So we bought this A/D convertor ISA card - it wasn’t like a commercial sound card. These were designed for industrial use. The problem was that you couldn’t really write your own software for the card. You could only really use the software that they gave you. This didn’t really provide for what we wanted to do, so we talked to the manufacturer, and they gave us the technical specs (IO Registers, DMA, IRQ) that they used to record the signals. This was around the time when I started learning more about Fourier Analysis and FFTs.

The software was more like an embedded device driver for one specific application. This started getting me more into device drivers and interfacing with hardware. Around this same time I was also working for an Instrument Manufacturer in India. They wanted some design software to print dials for analog meters. That was written in Turbo Pascal for Windows which directly generated PostScript based on instrument parameters. So I had to learn PostScript, and that lead to other interesting Desktop Publishing software projects for me.

It sounds like you taught yourself through experience, rather than taking any formal course to learn programming and Computer Science…

I did study some general Engineering, Math, and Science in College, but for Programming and Computer Science I had to teach myself. It was not easy because we didn’t have the Internet or Stack Overflow! So I mainly learned through books and magazines and a lot of patience.

While I was working in India I subscribed to a service called BIX (Byte Information Exchange). This was 1994 or so. Internet was not as widespread back then. BIX was more like bulletin board services for programmers.

Can you tell us how you got from designing medical software into audio?

Through BIX I had met this person who was running a company called Singing Electrons. He was doing software related to audio, and he wanted help. So I started helping him and writing audio applications and device drivers. We would communicate through BIX. That’s really how I got to working in audio.

Did you spend most of this time writing in C++?

Well it was widely varied. In the beginning, it was working primarily in BASIC, Pascal, and FoxBASE, and then when I got into writing device drivers this was primarily in Assembly. Early on, you couldn’t write device drivers in C++…it had to be Assembly and C. Later on, there were frameworks that were introduced that did allow you to use C++ in the Kernel.

I started using C++ in 98/99 and then more when Mac OSX came out, as the IOKit drivers are in C++, but until I started working with Waves I was using a combination of C++ for the core back ends and Delphi for GUIs.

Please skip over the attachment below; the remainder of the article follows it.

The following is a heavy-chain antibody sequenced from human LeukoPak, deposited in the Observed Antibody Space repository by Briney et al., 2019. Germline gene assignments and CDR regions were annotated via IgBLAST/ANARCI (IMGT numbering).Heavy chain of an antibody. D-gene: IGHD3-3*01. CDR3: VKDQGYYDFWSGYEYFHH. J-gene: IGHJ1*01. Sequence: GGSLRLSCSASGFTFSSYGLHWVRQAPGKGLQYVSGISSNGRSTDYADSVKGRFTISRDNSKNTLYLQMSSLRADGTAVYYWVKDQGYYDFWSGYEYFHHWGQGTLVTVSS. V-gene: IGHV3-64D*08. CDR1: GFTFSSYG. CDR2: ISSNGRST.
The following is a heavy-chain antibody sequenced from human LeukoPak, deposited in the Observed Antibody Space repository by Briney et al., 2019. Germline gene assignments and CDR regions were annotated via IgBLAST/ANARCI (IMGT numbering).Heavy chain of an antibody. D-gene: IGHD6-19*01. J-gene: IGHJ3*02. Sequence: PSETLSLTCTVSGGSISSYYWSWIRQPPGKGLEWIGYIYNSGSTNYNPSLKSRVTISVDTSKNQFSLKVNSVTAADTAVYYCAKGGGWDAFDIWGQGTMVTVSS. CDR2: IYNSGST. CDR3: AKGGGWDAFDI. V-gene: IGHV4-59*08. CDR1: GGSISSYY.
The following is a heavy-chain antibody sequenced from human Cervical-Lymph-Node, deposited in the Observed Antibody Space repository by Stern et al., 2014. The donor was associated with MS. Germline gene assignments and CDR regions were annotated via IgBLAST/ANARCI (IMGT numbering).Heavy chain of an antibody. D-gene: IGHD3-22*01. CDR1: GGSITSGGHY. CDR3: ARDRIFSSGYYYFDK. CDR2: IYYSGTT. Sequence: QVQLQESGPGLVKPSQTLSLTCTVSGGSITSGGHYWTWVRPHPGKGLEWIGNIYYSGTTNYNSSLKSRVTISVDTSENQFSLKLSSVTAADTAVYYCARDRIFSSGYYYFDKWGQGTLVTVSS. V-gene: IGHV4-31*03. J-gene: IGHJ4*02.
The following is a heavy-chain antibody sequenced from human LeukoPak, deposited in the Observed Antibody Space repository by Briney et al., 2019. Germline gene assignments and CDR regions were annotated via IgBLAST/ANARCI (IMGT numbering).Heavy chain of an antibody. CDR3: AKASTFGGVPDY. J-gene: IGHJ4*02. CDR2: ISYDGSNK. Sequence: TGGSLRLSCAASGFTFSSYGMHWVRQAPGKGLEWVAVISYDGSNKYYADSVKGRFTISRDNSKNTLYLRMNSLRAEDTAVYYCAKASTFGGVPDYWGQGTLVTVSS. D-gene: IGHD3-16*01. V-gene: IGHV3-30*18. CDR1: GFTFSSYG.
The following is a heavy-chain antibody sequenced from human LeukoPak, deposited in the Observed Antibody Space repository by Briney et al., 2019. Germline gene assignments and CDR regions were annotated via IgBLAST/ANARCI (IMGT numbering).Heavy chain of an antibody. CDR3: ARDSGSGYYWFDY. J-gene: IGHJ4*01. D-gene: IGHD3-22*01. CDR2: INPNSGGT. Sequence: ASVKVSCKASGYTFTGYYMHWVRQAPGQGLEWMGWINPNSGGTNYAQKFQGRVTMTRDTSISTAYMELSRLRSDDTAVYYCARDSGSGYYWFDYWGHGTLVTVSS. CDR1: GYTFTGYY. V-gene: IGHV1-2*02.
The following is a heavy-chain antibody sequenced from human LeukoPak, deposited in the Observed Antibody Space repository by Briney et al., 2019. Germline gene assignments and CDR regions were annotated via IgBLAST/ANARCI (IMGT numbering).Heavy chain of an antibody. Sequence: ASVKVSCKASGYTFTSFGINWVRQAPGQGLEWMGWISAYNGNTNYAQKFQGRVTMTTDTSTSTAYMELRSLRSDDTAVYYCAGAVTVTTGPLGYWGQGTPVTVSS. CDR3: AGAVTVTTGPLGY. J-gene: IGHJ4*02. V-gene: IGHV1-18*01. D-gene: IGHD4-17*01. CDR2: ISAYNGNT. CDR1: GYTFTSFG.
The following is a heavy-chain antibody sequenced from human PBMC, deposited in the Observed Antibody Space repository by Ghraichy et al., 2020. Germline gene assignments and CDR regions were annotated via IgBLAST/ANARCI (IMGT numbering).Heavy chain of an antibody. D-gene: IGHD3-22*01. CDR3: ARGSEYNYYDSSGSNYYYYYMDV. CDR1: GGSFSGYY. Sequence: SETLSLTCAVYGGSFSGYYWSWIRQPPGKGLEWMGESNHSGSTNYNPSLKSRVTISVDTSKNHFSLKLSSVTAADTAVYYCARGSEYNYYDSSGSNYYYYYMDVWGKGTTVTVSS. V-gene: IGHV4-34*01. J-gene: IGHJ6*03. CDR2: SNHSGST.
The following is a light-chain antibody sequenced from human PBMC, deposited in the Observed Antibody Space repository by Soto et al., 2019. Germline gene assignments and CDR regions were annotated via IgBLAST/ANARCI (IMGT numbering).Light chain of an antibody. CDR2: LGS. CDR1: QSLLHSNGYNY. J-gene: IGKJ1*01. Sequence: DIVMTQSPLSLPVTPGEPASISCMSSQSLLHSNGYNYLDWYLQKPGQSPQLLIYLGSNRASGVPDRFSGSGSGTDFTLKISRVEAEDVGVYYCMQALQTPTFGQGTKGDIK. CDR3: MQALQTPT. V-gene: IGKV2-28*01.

How did you get to working with Waves?

Unfortunately Singing Electrons made some bad business decisions and eventually shut down their development centres. This is what led me to working with Waves. I had done some work with Waves before as a consultant since 1999, but once Singing Electrons shut down I began working with Waves full time. I set up a development centre for Waves in India, and I’ve been working with them primarily on device drivers and some applications as well (almost exclusively in C++) and of course running the Waves’ India Development Centre.

One thing I’m curious about is if you could see the future of where audio computing was going to go, having worked on it at such an early stage.

I think the turning point for me was when Intel came out with the MMX technology in the late 90s (which provided SIMD instructions). Until that point, I didn’t think there was anything that was going to revolutionize or change things. Before the MMX came out, it took a lot of CPU time to do even the most simple signal processing tasks. Once MMX came out I realized that this was going to take creative possibilities in new directions because MMX allowed you to do multiple calculations in parallel – almost like a proper DSP chip.

Another revolution were the 486 processors from Intel. Before the 486 processors, you weren’t able to directly do floating point calculations in hardware – unless you installed a separate Math Coprocessor. With 486 (and later chips), Intel made the Math Coprocessor integrated with the processor. So those two things changed the possibilities for computing- SIMD instruction (starting from the MMX technology) and the integrated Math Coprocessors (which allowed much much faster floating point calculations).

I think the future for audio dev is huge, because we have a lot of work to do in the field of spatialization because of augmented and virtual reality, and also with audio starting to play a larger role in the home (with Google Echo/Amazon Alexa etc). I’m curious to hear where you see the next frontier for audio?

I think AR/VR definitely because audio has such a big role to play in that experience. Spatialization has been there for a long time- one piece of software that I did in 1995 was designed for 3-D spatialization, but it was more of an embellishment. Now the audio in AR/VR is such an important part of the experience. If you don’t have audio spatialization within your AR/VR app, then the experience is not complete. Of course, there is still a lot to do, and people are coming up with various ways on how to enhance this experience. For example, even my company, Waves, have the Waves NX which provides technology to provide realistic 3D sound. NX can be integrated with an IMU (inertial measurement unit) attached to or embedded in your headphones, that gives clues to the spatialization software on how to adjust the audio based on your head placement. We have also incorporated Nx on DSP and helped embed it in multiple headphones, such as the Audeze Mobius. Nx is also used in VR games such as Racket Nx.